Extra: Port Harcourt Taxi Drivers And Their Wahala

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Florence Uwaeme

Living in Port Harcourt can not be said to be rid of its hassles, as is relatable with other cities. The Garden City is a beautiful place to live in or visit because it has all the attributes of a bubbling town; except, of course, that it has some areas that are ridden with bad roads – which is a common sight in all parts of Nigeria.

If you are a first time visitor in the Garden city and you intend exploring the city through public cab drivers, ensure to ‘hol your change’. Whenever I am in a new city/town, I ensure I use the public cabs as this gives you first-hand information about the way people in that city interact, most people’s political affiliations, the most expensive places, a most hated public officer in the state, not forgetting the slums as well.

The cabs in Port Harcourt can not be said to be the ideal cabs of the world. That notwithstanding, they don’t fail to discharge their duties daily though. Except on some of the rainy days in the city; which is almost on a daily. Lol. I have gotten one of my favourite pieces of denim torn by one of these cabs. The trunks of these cabs are a no, no. If you’re moving about with luggage, no matter how heavy they are, please do not put them in the trunk of these cabs as you surely will regret it. I once threw my backpack into one of those trunks; this was when I was still a johnny just come in the city. My bag is yet to forgive me for such treatment because the stain gotten from the trunk experience is yet to wash off.

The bodies of these cabs are usually not in their perfect state. You’re likely to see a cab with up to four different colours. The drivers’ door may be blue; the front passenger’s door may have green on it while the two back doors may come in red and white colours. Who says our cabs can’t be colourful? Least I forget, you will need the help of the drivers most times in either opening or closing the doors because these doors are only responsive to the drivers. Unique set of cabs, I must say!

What about the people behind the wheels of these cabs- the drivers. These cab drivers are always in their kind of mood daily. There are the ones that dress appropriately with pleasant smell- this brand though is quite rare. They are only seen once or twice in a week. Very scarce, I tell you! It must have been a hidden part of the constitution that almost all drivers must have a tad of rascality in them because I’m yet to meet a Port Harcourt driver that is lacking in this trait. Even the ones on a suit- if angered can pull the outfit and decorate you with fisticuffs. They won’t mind! One driver at Rumuola bus stop refused to give a female passenger her change and went ahead to ornament her face with spittles as stinky as a pig’s house.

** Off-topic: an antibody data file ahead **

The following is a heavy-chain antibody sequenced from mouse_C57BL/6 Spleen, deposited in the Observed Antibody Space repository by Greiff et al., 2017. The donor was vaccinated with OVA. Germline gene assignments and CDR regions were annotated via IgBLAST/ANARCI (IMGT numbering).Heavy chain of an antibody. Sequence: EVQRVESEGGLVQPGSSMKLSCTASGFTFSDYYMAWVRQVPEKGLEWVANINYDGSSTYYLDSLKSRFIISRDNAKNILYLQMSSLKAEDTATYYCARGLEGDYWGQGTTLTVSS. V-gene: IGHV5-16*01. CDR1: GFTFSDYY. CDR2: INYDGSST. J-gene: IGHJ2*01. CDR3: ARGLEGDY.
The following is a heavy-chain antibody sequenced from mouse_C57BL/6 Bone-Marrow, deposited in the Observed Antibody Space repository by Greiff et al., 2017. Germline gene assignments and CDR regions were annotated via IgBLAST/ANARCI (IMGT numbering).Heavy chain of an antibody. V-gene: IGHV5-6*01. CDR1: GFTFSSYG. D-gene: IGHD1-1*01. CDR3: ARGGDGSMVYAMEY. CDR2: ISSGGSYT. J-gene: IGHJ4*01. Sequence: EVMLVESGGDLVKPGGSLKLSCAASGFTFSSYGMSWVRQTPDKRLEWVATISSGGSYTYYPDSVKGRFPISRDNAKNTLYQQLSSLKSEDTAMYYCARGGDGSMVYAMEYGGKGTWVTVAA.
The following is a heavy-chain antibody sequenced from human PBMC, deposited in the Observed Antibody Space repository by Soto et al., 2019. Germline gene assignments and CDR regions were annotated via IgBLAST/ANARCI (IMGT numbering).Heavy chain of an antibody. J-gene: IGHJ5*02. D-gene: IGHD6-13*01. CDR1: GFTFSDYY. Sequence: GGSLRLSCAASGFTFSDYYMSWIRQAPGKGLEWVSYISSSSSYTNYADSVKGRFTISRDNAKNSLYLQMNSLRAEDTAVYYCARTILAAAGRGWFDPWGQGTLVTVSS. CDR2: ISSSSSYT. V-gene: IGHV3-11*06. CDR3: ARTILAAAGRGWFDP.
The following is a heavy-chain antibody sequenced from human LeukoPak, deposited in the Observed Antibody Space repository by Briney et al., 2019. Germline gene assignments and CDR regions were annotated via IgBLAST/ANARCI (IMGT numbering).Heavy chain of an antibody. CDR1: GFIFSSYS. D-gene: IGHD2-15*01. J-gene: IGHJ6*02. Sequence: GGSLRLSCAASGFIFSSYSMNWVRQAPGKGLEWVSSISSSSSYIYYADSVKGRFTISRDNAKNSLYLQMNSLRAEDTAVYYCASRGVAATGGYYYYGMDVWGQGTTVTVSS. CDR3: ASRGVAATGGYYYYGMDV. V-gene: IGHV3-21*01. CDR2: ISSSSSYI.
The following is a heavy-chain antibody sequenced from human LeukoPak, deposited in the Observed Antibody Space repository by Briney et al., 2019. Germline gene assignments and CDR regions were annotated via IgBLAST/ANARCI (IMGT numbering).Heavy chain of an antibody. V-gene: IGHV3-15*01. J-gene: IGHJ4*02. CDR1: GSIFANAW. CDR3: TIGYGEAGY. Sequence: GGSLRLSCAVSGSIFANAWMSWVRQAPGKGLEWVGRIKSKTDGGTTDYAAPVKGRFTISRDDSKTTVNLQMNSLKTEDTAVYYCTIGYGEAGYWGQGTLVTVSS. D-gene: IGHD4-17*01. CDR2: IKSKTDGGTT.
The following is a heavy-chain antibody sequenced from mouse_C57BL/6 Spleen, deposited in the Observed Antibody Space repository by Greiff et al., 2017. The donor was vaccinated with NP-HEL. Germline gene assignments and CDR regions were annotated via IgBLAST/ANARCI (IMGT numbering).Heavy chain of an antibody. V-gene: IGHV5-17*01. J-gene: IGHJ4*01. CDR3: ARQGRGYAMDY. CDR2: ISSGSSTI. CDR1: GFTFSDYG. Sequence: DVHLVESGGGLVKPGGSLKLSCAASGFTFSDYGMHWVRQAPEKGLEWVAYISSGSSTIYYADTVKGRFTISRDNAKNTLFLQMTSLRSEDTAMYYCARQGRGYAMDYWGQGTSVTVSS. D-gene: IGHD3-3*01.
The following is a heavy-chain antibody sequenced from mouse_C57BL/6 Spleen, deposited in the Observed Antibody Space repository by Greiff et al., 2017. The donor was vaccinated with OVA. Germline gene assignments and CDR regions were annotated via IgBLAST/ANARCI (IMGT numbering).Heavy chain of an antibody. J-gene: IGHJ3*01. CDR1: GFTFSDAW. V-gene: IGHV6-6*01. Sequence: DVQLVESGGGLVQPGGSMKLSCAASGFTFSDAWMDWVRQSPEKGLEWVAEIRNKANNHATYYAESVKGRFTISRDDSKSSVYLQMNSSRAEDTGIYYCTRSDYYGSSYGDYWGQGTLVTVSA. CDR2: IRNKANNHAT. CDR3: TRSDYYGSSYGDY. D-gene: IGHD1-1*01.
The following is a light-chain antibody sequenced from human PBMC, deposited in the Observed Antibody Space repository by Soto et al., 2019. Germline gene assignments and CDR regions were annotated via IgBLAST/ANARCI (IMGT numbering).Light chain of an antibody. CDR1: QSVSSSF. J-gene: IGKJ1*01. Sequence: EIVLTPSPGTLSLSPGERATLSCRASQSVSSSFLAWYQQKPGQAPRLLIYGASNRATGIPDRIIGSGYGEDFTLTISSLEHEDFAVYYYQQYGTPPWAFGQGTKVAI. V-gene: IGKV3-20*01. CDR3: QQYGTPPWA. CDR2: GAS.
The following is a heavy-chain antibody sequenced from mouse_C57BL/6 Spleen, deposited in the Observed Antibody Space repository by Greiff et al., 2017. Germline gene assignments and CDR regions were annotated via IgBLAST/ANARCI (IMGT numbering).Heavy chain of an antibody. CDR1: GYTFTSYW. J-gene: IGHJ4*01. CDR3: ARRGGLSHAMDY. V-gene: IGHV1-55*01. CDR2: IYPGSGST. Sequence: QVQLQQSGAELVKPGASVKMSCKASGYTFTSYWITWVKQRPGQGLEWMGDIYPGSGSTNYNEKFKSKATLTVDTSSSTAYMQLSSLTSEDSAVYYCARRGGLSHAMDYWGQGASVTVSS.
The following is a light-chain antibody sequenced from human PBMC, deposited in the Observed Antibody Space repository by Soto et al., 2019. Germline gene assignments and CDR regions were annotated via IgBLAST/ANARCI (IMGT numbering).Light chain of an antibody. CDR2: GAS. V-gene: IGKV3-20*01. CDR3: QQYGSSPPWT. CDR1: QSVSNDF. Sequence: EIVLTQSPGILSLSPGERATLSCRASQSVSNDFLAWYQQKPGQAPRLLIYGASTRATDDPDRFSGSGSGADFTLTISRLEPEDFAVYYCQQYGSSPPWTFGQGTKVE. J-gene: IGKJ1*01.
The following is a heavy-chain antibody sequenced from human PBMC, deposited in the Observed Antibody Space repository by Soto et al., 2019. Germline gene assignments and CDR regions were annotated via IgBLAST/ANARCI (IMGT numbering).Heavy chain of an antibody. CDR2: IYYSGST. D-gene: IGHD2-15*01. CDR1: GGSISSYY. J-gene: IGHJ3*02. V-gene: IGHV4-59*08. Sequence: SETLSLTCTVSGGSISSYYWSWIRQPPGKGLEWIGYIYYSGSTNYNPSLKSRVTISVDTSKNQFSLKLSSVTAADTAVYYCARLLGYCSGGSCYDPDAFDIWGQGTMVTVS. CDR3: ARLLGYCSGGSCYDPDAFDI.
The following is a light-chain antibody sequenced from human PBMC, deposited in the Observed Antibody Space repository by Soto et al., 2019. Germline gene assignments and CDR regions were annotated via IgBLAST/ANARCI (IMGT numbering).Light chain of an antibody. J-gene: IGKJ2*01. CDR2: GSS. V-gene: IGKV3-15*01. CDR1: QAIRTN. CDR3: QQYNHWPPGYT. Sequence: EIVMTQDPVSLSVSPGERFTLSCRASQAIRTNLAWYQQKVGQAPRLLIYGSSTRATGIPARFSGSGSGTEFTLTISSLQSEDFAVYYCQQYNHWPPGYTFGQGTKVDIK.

The front seat isn’t my thing at all except when I’m running late. My left leg got stiffened one day because I was stuck in-between the driver and another passenger. What about the day the left side of my face got a splash of saliva from the angry driver while he was cussing out his colleague.

Port Harcourt drivers always have first-hand unverified information about events around the state. Trust them to spice their stories up by adding a little bit of salt, crayfish, pepper to taste and their choice of seasoning.

I will never forget the day a driver nearly beat me up after we arrived at our destination. It was a rainy day and I had an event to attend. I was almost late for this event. I was virtually on the call throughout the ride, so, it was imperative for me to forget that I hadn’t change in my purse. This trip was from Nkpolu to Rumuola; a trip that cost a hundred naira. As was the culture, the drivers asked for their money before getting to their destination. Other people in the cab had two hundred naira notes, I was the only one with a five hundred naira note. The driver turned and barked these words at me: ” I nor tell you say make you hol your change? E be like say you wan carry me play for this car abi? It was obvious I had stepped on a delicate toe. I had to buy ukazi leaf from the only woman that agreed she had change from the nearby market. I later threw the ukazi leaf away though, I did not need it.

After that day, I made it a duty to always “hol my change”. It is even more important than having food in the house these days. If you don’t want to put yourself in unnecessary trouble with Port Harcourt drivers, make sure to ” hol your change oo” before entering their cab. Sometimes I wonder what they do with the change from the day before.

I once asked a driver, and he told me that he stores his change for the next day. How can this be true when even early in the morning they still scream ” hol your change oo”?

Port Harcourt drivers and change can be said to be inseparable.

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